Sunday, 18 March 2018

WHERE HAVE ALL THE FLOWERS GONE


WHERE HAVE ALL THE FLOWERS GONE

Dundee City hopes to become a great holiday destination for visitors and tourists. The waterfront development with the new V&A, new train station and hotels will boost visitor numbers together with existing visitor attractions including Discovery Quay, Camperdown Park,
Dundee in Bloom 1990 oil painting
  Broughty Ferry  beach, swimming pool, skating rink, golf courses, vibrant night life with music in pubs and clubs and numerous other interesting tourist attractions. My problem as an older Dundee citizen is that I remember the days when we were also a very colourful city with flowers everywhere in Parks, open spaces and people’s gardens. We were very proud
Geraniums with a date palm
of our ability to create great flower displays. I had the benefit of a five year gardening apprenticeship as the Dundee parks took on about fifteen new apprentices every year. They were needed to grow and propagate all those flowers, trees, shrubs and roses which brightened up the town. The Parks Manager Sandy Dow was a trained horticulturalist who just loved flowers, so we grew bedding plants at Camperdown glasshouses by the thousand, and also roses by the thousand at the nursery. We were taught great gardening skills and took pride in creating our colourful city. All parks had great displays of summer and spring bedding with wallflowers and tulips and even all the housing estates had rose beds in
Impatiens hanging basket
grass verges, and the town centre had vibrant flower beds everywhere.
Down at council house level, the new tenants, many from the demolished Overgate found themselves with a garden where they could grow free food. Then a competitive spirit emerged as front gardens got a flower border and the competition for the most colourful impact of flowers resulted in a profusion of geraniums, begonias, salvias, antirrhinums and other bedding and always edged with alyssum and lobelia. These were great times for Dundee. No decent garden would be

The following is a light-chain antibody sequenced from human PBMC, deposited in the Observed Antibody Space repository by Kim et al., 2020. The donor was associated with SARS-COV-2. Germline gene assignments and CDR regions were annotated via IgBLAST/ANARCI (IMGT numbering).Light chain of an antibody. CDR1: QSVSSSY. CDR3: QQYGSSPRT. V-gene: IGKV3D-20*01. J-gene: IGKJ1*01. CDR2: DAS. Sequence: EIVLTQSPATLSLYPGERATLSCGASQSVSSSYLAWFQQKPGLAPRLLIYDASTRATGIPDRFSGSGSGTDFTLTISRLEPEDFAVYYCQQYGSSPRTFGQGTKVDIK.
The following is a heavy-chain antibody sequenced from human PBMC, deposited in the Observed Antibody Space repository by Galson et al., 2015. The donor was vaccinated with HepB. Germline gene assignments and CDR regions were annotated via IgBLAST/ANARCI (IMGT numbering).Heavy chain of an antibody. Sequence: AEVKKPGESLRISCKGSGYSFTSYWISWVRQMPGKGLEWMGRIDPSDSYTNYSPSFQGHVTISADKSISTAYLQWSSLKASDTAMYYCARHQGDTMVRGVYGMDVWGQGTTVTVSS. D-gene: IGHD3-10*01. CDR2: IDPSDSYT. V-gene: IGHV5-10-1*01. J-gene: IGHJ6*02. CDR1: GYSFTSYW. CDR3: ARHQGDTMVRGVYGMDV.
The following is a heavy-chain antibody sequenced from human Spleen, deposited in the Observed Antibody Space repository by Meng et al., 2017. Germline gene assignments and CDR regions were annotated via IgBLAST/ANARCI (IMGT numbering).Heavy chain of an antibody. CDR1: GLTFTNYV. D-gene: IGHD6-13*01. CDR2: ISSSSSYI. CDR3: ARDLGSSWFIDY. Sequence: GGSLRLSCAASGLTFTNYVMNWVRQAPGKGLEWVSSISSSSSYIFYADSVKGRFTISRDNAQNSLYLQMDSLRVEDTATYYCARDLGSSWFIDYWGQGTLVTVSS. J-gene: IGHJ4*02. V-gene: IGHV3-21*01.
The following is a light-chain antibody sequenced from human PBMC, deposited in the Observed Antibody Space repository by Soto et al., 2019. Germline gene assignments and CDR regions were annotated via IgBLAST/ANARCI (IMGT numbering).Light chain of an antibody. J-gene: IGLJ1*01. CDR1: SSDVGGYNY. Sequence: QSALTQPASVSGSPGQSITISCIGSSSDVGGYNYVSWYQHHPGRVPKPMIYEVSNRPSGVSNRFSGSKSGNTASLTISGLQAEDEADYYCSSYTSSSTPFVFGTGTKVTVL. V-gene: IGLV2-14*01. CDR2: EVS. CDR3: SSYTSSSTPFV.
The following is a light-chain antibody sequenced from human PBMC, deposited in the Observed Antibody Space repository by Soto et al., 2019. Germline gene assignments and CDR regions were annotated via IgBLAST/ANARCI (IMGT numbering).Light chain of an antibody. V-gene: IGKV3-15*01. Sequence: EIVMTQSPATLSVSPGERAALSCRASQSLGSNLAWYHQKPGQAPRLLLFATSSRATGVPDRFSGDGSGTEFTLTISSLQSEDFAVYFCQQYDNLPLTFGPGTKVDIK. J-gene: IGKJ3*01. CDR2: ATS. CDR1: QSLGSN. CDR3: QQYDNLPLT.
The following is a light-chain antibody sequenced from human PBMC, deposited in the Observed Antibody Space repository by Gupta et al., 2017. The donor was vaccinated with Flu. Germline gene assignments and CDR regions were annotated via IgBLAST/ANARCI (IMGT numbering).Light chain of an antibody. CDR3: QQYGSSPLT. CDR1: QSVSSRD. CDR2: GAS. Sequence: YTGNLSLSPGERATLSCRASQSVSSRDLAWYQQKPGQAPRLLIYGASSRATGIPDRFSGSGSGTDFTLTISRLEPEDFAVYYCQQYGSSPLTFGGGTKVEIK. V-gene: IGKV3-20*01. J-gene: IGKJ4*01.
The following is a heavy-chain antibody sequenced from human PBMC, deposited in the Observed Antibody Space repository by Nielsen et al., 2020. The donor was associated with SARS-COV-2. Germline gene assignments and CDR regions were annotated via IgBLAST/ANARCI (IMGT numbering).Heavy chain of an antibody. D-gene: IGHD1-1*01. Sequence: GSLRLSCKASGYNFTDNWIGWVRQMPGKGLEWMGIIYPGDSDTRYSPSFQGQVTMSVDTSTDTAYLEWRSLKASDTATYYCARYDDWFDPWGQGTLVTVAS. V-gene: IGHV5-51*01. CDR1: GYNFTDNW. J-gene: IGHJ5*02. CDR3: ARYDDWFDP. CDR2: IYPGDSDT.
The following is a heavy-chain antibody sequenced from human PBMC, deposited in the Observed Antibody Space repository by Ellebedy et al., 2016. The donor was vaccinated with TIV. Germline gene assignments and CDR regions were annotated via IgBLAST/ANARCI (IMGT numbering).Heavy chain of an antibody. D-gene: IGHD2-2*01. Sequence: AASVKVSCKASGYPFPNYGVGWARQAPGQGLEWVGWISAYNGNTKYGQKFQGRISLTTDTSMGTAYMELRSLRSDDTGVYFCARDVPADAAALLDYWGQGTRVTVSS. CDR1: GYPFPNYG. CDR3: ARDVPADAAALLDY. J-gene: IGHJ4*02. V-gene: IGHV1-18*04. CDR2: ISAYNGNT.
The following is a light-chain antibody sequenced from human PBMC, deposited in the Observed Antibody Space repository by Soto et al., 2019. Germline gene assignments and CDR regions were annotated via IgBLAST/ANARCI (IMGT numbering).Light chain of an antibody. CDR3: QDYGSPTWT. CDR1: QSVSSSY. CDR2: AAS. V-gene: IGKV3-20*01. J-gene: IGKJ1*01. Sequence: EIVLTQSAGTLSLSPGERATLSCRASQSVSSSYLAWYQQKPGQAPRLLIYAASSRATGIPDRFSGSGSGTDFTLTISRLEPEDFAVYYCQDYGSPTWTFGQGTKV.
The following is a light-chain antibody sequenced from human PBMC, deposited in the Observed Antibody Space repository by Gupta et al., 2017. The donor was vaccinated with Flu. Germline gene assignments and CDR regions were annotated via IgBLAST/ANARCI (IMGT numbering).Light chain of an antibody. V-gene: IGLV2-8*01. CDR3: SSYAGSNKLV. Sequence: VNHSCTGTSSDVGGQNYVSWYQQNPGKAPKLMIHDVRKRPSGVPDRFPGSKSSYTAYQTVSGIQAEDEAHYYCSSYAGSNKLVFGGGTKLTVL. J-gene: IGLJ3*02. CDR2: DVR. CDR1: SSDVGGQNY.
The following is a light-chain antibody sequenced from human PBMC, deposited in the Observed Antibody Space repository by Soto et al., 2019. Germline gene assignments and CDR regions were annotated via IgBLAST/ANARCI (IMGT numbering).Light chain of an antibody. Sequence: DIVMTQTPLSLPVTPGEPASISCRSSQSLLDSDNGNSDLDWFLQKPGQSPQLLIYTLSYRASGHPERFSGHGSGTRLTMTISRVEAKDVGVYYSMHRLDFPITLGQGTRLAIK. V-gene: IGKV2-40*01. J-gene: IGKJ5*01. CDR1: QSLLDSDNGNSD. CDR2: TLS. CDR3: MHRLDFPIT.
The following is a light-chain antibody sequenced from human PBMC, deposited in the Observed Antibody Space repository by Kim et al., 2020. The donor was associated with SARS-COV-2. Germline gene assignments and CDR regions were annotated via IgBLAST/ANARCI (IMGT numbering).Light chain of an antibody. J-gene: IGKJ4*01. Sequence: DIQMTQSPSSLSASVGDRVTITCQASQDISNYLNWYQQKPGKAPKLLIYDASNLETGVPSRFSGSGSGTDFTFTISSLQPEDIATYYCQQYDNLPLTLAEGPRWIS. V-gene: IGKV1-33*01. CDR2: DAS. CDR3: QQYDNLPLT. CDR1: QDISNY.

without the red Paul Crampel geranium, as well as the pink Christine and white Hermione, and we extended our planting schemes from flower beds to tubs, window boxes and hanging baskets.
Then
Pink Dahlia
Britain in Bloom competition for the whole of UK reared its head and flower power was everything. New flower beds were created in the town centre (now a taxi rank) and grass verges got planted with drifts of daffodils and crocus by the thousand to brighten up the roads into the town.
Time moves on and fashion changes and our Parks manager retired. Competition in the Britain in Bloom was fierce with Aberdeen way ahead with more roses and masses of daffodils. Slowly flower beds in Dundee disappeared. Interest in gardening waned as other social activities took prominence, then as the townsfolk got wealthier and car ownership exploded and people needed somewhere to park. Gardens were then changed into hard standing for the cars. Lawns, roses and flowers are slowly disappearing from the private gardens as slabs, sets and gravel take over.
Flower power in Dundee centre is now hard to
Wendy enjoys the Oriental poppies
find, but as we all look to ways to improve the appearance for our perceived increase in visitor numbers the use of flowering plants should not be underestimated. Spring and summer bedding plants will always give impact but need trained gardeners to grow and look after them so there is an added cost.
Mixed tulips
However the benefits of creating a town with an impressive show of flowers, is well worth the cost. Flowering shrubs like forsythia, philadelphus, rhododendrons, camellias, azaleas and many more, and numerous large shrub roses are all easy to grow and fairly vandal proof and labour free. Other plants for impact such as dahlias and oriental lilies could be found a space in parks borders where vandalism is less prone. The impact of flowers will always enhance the visitors experience and give them more reason to return with friends for another visit.

Wee jobs to do this week

Erect
Tunnels over early strawberries
low polythene tunnels over a row of established strawberries of an early variety like Honeoye, Mae or Christine. Make sure the ends are secure so they will withstand strong winds. The row will need extra watering during sunny spells as the polythene will prevent rain keeping the plants moist. The first fruits should be ready for picking at the end of May.

END

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